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I've got the following problem... We are given a sequence of integers $n_k\to+\infty$ as $k\to\infty$. Then we define $$A:=\{x\in[0,2\pi]\,\colon\,\lim_{k\to\infty}\sin(n_kx) \text{ exists}\}.$$

I have to prove now that $\operatorname{meas}(A)=0$, where the measure is the usual Lebesgue measure on the real line.

I've proved the following relation which I assume can be useful for the sequel, namely for any measurable $B\subseteq A$, setting $$f(x):=\lim_{k\to\infty}\sin(n_kx),$$ it follows $$\int_B 2(f(x))^2\mathrm dx=\lim_{k\to\infty}\int_B1-\cos(n_kx)\mathrm dx=\operatorname{meas}(B).$$ Then $A$ is measurable (I have proved it), so I want to apply the previous result: my plan is to show that $f(x)$ must be almost everywhere $0$ but I cannot see a neat argument.

Another strategy I've thought about would be to reason by contradiction and see what happen if $A$ has strictly positive measure. At any rate this way seems nice to me because the result in this case would imply that $f$ must be equal to $0$ almost everywhere on $A$ in contrast with the previous way which uses this conclusion as the starting assumption.

In any case, I've spent quite a lot of time on this without success, so I'm asking you to help me...

thanks for your patience


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I think it suffices to prove that if $\lim\sin(n_k x)$ exists then it is zero. You can argue this by contradiction. Then it's fairly clear that $A$ has measure zero, since it's merely a countable set of points. If anything's unclear let me know, and I'll write it up in full below! – Edward Hughes Jun 11 '12 at 12:49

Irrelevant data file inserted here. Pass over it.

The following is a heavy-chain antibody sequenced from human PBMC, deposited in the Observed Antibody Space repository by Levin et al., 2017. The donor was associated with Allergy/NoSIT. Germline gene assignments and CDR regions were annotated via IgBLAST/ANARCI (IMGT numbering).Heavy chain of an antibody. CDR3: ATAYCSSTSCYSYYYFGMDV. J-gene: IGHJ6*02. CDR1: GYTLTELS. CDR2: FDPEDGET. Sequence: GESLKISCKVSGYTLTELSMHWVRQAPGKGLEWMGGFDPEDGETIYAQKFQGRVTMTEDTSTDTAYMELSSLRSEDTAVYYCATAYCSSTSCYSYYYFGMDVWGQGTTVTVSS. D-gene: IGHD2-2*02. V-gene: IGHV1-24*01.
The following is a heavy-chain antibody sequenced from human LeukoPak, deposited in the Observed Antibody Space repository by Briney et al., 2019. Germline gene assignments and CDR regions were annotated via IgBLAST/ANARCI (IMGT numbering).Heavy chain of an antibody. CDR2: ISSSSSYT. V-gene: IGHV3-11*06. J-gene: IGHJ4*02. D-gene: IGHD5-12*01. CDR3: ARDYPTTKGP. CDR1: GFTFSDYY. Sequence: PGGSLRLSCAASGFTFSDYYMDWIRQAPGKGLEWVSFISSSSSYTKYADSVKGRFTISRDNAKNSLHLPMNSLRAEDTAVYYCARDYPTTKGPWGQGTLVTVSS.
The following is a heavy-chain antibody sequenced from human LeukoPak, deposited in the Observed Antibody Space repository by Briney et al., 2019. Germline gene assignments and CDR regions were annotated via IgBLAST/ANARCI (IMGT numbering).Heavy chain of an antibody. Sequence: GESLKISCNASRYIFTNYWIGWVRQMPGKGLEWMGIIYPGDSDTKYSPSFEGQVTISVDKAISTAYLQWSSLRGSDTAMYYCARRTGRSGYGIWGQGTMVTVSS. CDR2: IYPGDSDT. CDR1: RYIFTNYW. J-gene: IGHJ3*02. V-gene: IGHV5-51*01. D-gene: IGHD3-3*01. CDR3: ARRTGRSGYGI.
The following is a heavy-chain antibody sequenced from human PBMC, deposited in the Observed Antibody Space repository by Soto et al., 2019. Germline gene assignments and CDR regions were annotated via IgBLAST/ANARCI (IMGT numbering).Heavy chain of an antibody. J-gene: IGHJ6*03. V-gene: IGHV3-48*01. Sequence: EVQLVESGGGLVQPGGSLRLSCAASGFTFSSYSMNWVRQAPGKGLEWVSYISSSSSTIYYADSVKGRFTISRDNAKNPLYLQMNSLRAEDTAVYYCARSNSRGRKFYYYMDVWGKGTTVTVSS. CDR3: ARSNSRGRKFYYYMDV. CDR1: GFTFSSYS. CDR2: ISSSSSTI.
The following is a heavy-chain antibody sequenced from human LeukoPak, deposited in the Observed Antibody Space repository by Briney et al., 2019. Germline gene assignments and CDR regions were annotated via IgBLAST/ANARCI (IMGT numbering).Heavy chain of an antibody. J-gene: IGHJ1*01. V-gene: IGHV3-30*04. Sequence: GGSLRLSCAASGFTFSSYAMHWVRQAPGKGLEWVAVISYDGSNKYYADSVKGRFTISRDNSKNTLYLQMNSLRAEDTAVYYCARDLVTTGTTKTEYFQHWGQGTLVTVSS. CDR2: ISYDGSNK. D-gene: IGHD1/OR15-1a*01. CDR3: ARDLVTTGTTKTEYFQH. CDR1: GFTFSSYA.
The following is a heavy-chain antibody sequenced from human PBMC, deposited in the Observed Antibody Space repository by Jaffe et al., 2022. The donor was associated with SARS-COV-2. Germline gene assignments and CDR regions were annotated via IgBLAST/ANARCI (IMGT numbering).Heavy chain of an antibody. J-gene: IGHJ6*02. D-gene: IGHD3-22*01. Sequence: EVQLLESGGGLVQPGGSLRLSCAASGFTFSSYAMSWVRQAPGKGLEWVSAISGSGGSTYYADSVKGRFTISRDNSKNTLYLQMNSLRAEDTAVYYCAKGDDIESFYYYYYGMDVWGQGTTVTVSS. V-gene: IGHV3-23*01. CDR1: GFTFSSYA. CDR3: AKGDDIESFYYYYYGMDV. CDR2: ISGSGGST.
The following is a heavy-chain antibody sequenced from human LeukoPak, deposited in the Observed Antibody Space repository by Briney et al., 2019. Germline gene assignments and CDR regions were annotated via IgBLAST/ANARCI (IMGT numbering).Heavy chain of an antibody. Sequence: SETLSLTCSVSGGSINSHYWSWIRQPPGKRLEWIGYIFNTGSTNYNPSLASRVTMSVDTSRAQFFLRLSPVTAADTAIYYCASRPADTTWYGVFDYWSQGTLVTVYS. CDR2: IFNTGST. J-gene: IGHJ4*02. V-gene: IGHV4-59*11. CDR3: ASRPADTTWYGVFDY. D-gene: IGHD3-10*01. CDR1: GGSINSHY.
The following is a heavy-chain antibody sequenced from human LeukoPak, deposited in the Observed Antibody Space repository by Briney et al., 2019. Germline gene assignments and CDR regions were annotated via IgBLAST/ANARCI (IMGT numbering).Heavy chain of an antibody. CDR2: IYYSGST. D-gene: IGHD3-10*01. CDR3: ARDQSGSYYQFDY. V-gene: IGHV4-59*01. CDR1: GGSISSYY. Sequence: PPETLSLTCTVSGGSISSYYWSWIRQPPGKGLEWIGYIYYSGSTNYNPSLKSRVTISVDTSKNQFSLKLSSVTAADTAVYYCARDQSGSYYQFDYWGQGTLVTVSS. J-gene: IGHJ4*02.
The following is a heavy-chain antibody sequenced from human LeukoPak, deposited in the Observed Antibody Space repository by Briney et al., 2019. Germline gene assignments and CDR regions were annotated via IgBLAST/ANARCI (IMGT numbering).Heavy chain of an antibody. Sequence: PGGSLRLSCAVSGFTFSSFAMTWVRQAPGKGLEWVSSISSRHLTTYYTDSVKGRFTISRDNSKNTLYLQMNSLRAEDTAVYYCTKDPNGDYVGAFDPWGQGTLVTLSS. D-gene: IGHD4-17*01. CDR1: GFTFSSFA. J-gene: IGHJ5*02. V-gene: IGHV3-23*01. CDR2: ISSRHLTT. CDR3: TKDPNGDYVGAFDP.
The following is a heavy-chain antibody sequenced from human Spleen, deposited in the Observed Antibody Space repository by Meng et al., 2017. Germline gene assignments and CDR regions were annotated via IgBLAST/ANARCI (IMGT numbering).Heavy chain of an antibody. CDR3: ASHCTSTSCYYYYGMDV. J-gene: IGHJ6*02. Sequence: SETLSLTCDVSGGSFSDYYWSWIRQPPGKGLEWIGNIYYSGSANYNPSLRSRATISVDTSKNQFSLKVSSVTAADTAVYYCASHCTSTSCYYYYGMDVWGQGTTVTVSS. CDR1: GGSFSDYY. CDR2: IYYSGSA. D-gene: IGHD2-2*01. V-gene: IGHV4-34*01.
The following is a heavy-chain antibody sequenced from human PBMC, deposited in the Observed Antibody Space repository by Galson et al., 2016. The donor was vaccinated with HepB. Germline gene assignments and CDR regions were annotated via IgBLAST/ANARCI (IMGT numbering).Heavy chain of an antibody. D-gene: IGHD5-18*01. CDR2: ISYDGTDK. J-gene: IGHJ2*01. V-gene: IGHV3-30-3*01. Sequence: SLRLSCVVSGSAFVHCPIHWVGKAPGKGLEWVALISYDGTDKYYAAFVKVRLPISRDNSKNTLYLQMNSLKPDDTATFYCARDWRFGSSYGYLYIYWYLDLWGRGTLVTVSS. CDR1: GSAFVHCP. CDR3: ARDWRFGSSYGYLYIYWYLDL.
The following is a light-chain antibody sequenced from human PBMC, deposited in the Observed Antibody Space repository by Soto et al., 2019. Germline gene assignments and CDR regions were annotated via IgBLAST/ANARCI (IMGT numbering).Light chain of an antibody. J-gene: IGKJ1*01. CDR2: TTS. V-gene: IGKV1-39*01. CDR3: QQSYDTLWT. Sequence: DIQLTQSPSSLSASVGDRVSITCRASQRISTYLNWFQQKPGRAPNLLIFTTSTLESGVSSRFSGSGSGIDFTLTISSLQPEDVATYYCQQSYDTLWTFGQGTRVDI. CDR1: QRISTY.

but what if, for example, $n_k=4k+1$ and $x=\frac\pi2$? In this case the limit exists and it is constantly $1$ so I cannot claim that if the limit exists then it is $0$. I don't get your point sorry... – guido giuliani Jun 11 '12 at 13:11
Oh yes damn, sorry that doesn't work. I think I was halfway to something more like Siminore has written below, but didn't quite think it through! – Edward Hughes Jun 11 '12 at 13:29
up vote 1 down vote accepted

Here is a sketch of the proof, as suggested by W. Rudin in his "Real and Complex Analysis".

  1. Prove that $$\lim_{n \to +\infty} \int_E \sin nx \, dx = \lim_{n \to +\infty} \int_E \cos nx \, dx =0$$ for every measurable subset $E$ of $[0,2\pi]$. Hint: Riemann-Lebesgue.
  2. Assume that the subsequence $\{\sin n_k x\}_k$ converges. Since $2 \sin^2 \alpha = 1 -\cos 2\alpha$, we deduce from the previous step that $\sin n_k x \to \pm \frac{1}{\sqrt{2}}$ almost everywhere.

Can you complete the proof?

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you mean... $\sin(n_kx)\to\pm\frac{1}{\sqrt2}$? – guido giuliani Jun 11 '12 at 13:27
@guidogiuliani: Yes, it was a misprint on the french translation of the book. – Siminore Jun 11 '12 at 13:50

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